Policy Framing, Learning, and Change After Crisis: Lessons from the Texas blackout

Varun Rai and I wanted to understand how policy changed (and didn’t) after Winter Storm Uri shut Texas down in February 2021. Here is the abstract for that paper, which we are preparing for submission to an energy policy-focused journal.

As extreme weather events continue to cause policy crises, energy policy scholars have an opportunity not only to analyze policies as they are enacted, but to shape the process that produces those policies. In this article, we introduce three of the most widely applied theories of the policy process: punctuated equilibrium theory, the advocacy coalitions framework, and the narrative policy framework. We then use each, along with an “electoral self-interest” lens, to analyze the policy responses to Winter Storm Uri, which caused nearly state-wide blackouts in Texas in 2021.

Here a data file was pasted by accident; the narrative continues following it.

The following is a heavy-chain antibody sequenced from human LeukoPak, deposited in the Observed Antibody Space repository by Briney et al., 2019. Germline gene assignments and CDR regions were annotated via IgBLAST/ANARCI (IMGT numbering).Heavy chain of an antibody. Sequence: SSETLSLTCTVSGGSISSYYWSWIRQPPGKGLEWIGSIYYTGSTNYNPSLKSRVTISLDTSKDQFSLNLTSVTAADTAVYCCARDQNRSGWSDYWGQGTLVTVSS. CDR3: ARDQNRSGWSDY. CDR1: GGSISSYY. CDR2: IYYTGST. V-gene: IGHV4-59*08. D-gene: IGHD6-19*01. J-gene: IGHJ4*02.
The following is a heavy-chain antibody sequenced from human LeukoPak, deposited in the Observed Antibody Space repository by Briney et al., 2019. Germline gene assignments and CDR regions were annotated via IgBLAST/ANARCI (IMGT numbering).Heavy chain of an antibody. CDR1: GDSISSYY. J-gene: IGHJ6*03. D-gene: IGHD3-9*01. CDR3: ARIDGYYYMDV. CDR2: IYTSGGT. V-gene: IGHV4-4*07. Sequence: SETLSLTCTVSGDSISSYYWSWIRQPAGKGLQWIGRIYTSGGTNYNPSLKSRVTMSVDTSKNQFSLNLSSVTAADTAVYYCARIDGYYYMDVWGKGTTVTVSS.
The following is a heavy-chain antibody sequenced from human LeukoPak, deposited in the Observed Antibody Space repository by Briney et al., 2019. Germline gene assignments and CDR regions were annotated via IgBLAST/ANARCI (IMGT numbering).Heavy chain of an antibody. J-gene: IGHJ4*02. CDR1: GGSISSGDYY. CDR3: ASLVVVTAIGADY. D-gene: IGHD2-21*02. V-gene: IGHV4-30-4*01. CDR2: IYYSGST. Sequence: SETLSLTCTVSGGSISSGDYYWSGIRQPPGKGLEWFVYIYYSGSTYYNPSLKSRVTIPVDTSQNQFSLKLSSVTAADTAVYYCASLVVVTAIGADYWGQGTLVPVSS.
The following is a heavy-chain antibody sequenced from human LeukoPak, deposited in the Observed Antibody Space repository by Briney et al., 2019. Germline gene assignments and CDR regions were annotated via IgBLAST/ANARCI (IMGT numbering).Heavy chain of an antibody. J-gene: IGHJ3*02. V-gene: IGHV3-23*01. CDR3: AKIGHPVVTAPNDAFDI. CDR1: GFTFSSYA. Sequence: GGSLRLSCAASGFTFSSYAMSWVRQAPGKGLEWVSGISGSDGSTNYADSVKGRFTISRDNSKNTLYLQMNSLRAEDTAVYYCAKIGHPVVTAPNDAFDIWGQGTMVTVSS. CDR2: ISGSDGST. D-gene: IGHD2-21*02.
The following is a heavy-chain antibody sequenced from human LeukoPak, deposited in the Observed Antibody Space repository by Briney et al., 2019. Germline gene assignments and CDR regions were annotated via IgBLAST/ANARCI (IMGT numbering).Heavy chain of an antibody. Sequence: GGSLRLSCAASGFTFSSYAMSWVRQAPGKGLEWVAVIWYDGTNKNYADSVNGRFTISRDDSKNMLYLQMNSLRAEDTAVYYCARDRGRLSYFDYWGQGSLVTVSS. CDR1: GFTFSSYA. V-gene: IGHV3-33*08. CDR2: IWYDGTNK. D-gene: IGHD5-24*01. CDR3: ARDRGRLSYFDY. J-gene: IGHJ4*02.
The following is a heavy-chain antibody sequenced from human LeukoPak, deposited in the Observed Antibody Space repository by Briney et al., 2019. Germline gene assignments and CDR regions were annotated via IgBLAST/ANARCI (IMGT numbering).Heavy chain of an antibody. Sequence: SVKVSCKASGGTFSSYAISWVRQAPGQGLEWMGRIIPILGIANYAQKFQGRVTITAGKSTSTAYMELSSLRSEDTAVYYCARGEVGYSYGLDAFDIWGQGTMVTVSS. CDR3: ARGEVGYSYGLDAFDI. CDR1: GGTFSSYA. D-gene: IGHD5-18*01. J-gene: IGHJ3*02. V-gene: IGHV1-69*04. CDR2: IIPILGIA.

We argue that the post-crisis policy process is most usefully understood as comprising five distinct stages, and that in each of these stages a different theory of the policy process is a more accurate map of how policymakers behave. We identify which theories are useful at each stage, then identify where and how energy policy scholars and other advocates can intervene in the policy process in order to shape energy policy change in the wake of future crises.

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